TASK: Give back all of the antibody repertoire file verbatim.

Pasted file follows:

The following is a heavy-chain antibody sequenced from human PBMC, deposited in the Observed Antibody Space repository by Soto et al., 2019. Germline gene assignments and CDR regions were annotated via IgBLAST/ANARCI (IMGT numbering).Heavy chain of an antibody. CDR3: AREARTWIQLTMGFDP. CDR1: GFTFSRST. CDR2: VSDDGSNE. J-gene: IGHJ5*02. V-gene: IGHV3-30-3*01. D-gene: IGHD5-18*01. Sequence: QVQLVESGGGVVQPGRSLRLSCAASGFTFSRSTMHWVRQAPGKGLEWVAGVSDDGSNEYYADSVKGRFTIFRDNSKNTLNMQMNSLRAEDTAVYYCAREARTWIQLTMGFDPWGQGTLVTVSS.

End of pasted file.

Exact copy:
The following is a heavy-chain antibody sequenced from human PBMC, deposited in the Observed Antibody Space repository by Soto et al., 2019. Germline gene assignments and CDR regions were annotated via IgBLAST/ANARCI (IMGT numbering).Heavy chain of an antibody. CDR3: AREARTWIQLTMGFDP. CDR1: GFTFSRST. CDR2: VSDDGSNE. J-gene: IGHJ5*02. V-gene: IGHV3-30-3*01. D-gene: IGHD5-18*01. Sequence: QVQLVESGGGVVQPGRSLRLSCAASGFTFSRSTMHWVRQAPGKGLEWVAGVSDDGSNEYYADSVKGRFTIFRDNSKNTLNMQMNSLRAEDTAVYYCAREARTWIQLTMGFDPWGQGTLVTVSS.